Muddy best schools guide 2: Truro High School for Girls
A Muddy Cornwall first – a single sex school with boarding in the heart of the county. Actually, this is the ONLY independent single sex school in the county. If you have girls between two and 18, read on – you won’t be disappointed.
TRURO HIGH SCHOOL, TRURO
The setting: Truro High School for Girls was founded in 1880 by Edward Benson (who went on to become Arch-Bish of Canterbury) educating just seven girls – his own and a few others. Still relatively small (350 pupils from early years to sixth form), the school is five minutes walk from the town centre and all the delights of Truro has to offer (helloo drop off coffee!). The school is in easy reach of just about anywhere in Cornwall, with the A39 a few miles away. If you’re considering Truro High as an out of county option, the town has a direct train route to London Paddington, and Cornwall Newquay airport is a convenient 20 minute trip with daily flights to London and Manchester.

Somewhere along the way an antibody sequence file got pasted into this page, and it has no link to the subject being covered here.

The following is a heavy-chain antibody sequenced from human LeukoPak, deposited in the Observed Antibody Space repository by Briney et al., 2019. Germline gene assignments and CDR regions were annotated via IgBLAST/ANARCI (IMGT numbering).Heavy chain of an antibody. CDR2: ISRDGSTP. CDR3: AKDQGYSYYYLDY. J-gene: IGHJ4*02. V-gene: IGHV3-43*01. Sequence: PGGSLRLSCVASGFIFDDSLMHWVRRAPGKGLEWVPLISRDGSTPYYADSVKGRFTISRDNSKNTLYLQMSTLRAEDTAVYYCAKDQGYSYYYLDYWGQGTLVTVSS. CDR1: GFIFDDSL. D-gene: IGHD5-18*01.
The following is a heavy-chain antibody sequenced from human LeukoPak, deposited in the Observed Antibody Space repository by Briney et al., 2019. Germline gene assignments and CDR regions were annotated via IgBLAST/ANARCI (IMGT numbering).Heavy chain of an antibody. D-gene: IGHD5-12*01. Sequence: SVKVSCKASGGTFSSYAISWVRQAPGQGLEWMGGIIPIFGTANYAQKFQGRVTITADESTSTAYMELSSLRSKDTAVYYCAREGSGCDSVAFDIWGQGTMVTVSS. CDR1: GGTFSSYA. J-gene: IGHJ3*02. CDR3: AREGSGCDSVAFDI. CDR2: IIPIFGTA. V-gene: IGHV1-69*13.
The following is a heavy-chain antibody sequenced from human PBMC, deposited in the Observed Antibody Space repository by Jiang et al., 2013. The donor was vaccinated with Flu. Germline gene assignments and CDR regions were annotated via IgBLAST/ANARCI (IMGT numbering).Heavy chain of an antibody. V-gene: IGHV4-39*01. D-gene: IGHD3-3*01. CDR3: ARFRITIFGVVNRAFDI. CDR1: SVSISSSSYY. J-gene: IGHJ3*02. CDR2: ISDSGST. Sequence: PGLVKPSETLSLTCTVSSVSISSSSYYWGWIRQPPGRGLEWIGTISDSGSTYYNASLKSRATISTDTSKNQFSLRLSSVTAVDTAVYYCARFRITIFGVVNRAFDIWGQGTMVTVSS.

Facilities: Unusual for a town centre school, the grounds are vast. I mean vast vast. These girls have acres of space to wear themselves out.
Ok so there’s no 9 hole golf course, but you’ll find astro areas, a running track, lawns and fields, tennis courts, and their own heated indoor pool. There are terraced areas for socialising and lunching, and an adventure area for the littlies.
Inside, there’s dedicated Media labs, Science and DT, creative and IT suites, music and drama facilities and a spingly spangly new tech area should be ready in September just for juniors.